I spent the second half of August visiting Japan and kept abreast of events in Russia by reading the local English-language press.
Here's what I learned. Renowned track and field athlete Yelena Isinbayeva turned out to be homophobic. Also, frightened by the protests in response to the law against homosexual propaganda aimed at minors, President Vladimir Putin issued a decree banning public rallies in Sochi prior to and during the Winter Olympic Games there in 2014. The state-controlled RT television channel invited a Western journalist to discuss the sentence against WikiLeaks informant Bradley Manning, but instead of answering the questions posed by the anchor, he went off on a diatribe against Russia's anti-gay law.
Although flooding in Russia's Far East left thousands of people homeless at the same time that those other stories were grabbing headlines, the local English-language press was silent on the disaster.
Back at home, I reflected on the 20th anniversary of tragic events in Moscow. In the fall of 1993, I worked in Germany and tried to convince my European colleagues that President Boris Yeltsin's decision to dissolve the Congress of People's Deputies was a coup d'etat by the state. They responded by quoting their countries' newspaper reports from Moscow that Yeltsin was a popularly elected president and that the parliament had been created by the former Communist regime.
But I argued that Yeltsin and the deputies had been elected in Soviet times on the principle of "one person, one vote" and that this very parliament had passed the laws that had enabled Yeltsin to become president.
"But the deputies refused to obey Yeltsin's decree on the early dissolution of the Congress," they answered.
To which I shot back: "But according to the current Constitution, the supreme authority in Russia is the Congress of People's Deputies. The president has no right to dissolve it."
"But the deputies resorted to violence," my colleagues offered.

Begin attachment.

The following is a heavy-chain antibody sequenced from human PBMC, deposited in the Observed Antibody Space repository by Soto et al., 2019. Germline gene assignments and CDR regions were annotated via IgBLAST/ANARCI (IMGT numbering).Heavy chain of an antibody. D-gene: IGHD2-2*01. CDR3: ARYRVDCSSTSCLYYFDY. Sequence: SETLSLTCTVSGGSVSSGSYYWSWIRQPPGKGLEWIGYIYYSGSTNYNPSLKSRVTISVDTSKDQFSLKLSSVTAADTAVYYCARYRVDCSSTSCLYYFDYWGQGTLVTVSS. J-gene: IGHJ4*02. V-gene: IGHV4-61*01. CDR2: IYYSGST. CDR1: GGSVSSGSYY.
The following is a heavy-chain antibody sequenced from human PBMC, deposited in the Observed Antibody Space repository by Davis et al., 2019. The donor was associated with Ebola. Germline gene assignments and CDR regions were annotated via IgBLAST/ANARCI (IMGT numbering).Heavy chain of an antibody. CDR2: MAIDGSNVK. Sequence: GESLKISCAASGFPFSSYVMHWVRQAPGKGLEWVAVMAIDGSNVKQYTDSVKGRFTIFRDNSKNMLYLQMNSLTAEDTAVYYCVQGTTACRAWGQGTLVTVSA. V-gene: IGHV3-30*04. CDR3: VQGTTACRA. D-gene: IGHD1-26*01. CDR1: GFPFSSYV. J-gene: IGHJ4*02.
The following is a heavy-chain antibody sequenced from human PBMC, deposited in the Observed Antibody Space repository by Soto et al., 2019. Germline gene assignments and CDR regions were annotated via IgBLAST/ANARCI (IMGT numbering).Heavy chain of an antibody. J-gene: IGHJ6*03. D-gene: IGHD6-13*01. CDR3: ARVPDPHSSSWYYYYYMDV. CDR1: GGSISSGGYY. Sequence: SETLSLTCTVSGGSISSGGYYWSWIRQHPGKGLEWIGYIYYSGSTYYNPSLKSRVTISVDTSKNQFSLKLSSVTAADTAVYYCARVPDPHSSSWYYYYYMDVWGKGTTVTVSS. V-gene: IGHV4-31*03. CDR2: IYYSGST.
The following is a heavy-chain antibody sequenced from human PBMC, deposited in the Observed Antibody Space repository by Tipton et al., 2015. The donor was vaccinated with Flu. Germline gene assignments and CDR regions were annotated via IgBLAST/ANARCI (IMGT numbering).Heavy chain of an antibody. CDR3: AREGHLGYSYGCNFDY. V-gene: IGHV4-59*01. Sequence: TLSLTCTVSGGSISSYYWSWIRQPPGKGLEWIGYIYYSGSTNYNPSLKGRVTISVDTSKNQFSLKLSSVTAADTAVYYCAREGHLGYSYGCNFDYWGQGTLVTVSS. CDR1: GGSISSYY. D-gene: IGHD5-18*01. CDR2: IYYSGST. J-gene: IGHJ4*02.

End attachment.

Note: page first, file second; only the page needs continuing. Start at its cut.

"But if you and I were barred from entering our office and the phones, electricity, heating and plumbing were all shut off, we would eventually hit the streets in protest also," I answered.
"If that's true, then our media is engaged in disinformation," concluded these European intellectuals.
And while I compared the past and present attitudes of the Western press to Russia, Komsomolskaya Pravda published a transcript of the debate between famous Soviet dissident Alexander Zinovyev and Yeltsin, who had just been elected chairman of that very same parliament. Their debate was televised on the France 2 channel in March 1990 and basically amounted to Yeltsin expounding on the points of his democratic program and Zinovyev postulating on what would come of those plans. For example, Yeltsin said, "We will eliminate the benefits and privileges of the bureaucratic elite." To which Zinovyev said, "And the social inequality in the Soviet Union will increase substantially." Yeltsin said, "We will be even more decisive in pushing forward the perestroika program initiated by Mikhail Gorbachev."
Zinovyev answered, "Ten years from now, people will remember the stagnation under former Soviet leader Leonid Brezhnev as a 'golden age.'" And that is exactly what happened.
Zinovyev also said, "Why does the West applaud Gorbachev, and why does it applaud Yeltsin? It's simple. The West wants the Soviet Union to collapse. And the moment the West sees that Gorbachev and his cronies are not bringing on that collapse, in place of praise they will heap mountains of scorn on him. Mark my words!"
Keep up the good work, Mr. President.